A new report looks at how the global pandemic impacted the nation’s court system around remote hearings, legal tech, case backlogs, and access to justice.
When the COVID-19 pandemic completely upended the world, it also upended the nation’s courts system. Courthouses closed, proceedings were halted, and judicial life came to a standstill.
As we waited for guidance from the Centers for Disease Control and Prevention (CDC) on how to proceed, safety was top of mind. As a former trial attorney, I immediately thought of those who would be most greatly impacted by lack of access to the courts, including families hoping to adopt a child through family court proceedings; victims trying to escape their abusers; prisoners suffering in overcrowded prisons; and new businesses entrepreneurs working to open their doors.
Now, more than 1½ years later, the Thomson Reuters Institute sought to learn how the pandemic impacted state and local court houses and what measures courts took to keep their dockets moving. In June 2021, we surveyed approximately 240 court professionals — judges and chief justices, magistrates, court administrators, attorneys, and clerks of the court — at the state, county, and municipal courts level, representing a broad cross-section of the judicial community.
We learned about three major areas of court proceedings: courts backlogs, technology in courtrooms, and access to justice for litigants and other parties. The consensus was clear. Almost all courts (93%) moved swiftly to pivot to some form of remote proceedings in order to continue operations. These courts used a variety of technology platforms including email, video conferencing, and more. Was everything perfect? As with many innovations, especially in a more traditional profession like the law, there were challenges, but the benefits greatly outweighed them.
Individuals, in many instances, were able to access remote hearings from their homes, leveraging technology to log on for their “day in court,” while also protecting themselves from possible exposure to a deadly virus.
With the pandemic continuing both here and abroad, we will increasing see some form of hybrid court proceedings well into the future. Will those changes remain after this pandemic is a distance memory? We found that 89% of courts are continuing to use some form of remote proceedings, and time will certainly tell if “Zoom trials” are the way of the future.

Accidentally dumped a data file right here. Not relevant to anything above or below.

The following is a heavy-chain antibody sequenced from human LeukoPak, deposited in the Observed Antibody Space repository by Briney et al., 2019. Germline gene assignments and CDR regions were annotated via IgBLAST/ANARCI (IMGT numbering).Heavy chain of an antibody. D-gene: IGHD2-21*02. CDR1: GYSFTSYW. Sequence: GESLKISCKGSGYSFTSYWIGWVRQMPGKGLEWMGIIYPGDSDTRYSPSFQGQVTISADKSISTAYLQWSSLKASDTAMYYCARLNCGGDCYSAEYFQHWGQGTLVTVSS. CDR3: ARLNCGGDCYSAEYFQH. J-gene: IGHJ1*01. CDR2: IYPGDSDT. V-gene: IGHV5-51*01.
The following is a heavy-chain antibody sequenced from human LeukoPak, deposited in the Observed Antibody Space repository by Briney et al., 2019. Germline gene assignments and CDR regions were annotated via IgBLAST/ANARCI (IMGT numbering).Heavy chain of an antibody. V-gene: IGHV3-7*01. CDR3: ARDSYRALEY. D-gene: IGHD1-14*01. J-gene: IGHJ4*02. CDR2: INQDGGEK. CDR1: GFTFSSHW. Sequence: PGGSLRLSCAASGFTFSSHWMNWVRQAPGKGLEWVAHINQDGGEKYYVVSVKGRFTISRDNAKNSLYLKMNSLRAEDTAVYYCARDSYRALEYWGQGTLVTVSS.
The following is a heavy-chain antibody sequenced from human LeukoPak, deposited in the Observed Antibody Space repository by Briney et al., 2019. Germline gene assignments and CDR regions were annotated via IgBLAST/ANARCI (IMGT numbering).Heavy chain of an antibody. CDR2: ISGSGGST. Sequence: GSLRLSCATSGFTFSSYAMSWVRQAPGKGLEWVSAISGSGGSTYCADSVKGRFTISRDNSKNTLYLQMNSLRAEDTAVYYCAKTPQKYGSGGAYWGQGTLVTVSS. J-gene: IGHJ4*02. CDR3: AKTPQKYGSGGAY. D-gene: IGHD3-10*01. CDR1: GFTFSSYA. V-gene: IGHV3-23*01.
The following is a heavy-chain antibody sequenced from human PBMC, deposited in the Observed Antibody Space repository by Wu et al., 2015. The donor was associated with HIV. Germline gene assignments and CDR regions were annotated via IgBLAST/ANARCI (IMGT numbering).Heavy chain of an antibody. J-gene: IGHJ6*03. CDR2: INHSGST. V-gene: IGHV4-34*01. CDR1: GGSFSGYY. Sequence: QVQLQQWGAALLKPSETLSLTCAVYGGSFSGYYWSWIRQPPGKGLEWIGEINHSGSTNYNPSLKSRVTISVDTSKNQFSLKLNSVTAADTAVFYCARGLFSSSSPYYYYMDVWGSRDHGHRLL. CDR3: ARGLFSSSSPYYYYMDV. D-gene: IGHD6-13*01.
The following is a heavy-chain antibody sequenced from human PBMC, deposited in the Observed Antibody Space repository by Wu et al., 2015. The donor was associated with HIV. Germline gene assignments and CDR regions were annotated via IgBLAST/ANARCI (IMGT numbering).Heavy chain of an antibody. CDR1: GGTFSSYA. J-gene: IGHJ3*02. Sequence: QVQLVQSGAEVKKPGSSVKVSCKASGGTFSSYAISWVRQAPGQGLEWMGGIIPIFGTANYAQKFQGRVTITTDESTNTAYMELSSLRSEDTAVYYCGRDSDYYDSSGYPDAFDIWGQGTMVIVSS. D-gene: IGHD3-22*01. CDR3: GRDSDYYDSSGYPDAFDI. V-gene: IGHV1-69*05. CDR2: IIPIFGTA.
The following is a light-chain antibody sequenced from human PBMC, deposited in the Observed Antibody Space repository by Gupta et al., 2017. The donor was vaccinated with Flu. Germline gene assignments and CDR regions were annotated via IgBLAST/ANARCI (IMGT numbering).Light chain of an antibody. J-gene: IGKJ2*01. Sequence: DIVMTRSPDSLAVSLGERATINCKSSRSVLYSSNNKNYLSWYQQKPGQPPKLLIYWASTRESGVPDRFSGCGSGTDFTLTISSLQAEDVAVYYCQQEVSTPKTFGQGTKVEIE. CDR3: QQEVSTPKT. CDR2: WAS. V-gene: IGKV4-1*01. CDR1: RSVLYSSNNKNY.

However, our study showed us something else too. The pandemic-related disruptions we saw were necessary to spark the types of judicial reforms needed to better serve our citizens and our community. While courts should continue to find ways to provide more technological help to litigants, particularly self-represented parties, this shouldn’t be a deterrent for forward progress.
Without equal and fair access to our courts, individuals risk the loss of their liberty, property, and much more. When citizens do not have the same access to knowledge of their rights or an understanding of courts’ processes, we are left with a weakened and unbalanced justice system. The technology changes we have seen accelerating over the past 18 months are a positive step forward for court professionals and our nation’s citizens.
Opinions expressed are those of the author. They do not reflect the views of Reuters News, which, under the Trust Principles, is committed to integrity, independence, and freedom from bias. Thomson Reuters Institute is owned by Thomson Reuters and operates independently of Reuters News.
Gina Jurva, Esq., is Manager of the Corporates and Government enterprise content platform for Thomson Reuters. Gina works on solutions to some of the world’s most pressing fraud issues including anti-money laundering (AML), e-commerce fraud, and healthcare fraud, in addition to risk and regulatory compliance.
In a previous role at Thomson Reuters, Gina worked as a Senior Legal Writer and Editor. Additionally, she spent a combined 11 years as a deputy district attorney handling both misdemeanor and felony cases and later, her own legal practice defending clients in criminal matters.
Gina graduated from Santa Clara University with a BA in English and a minor in Medieval and Renaissance Studies. She later obtained her law degree with dual specialization certificates in criminal law and litigation. She recently graduated from the Women’s Campaign School at Yale University.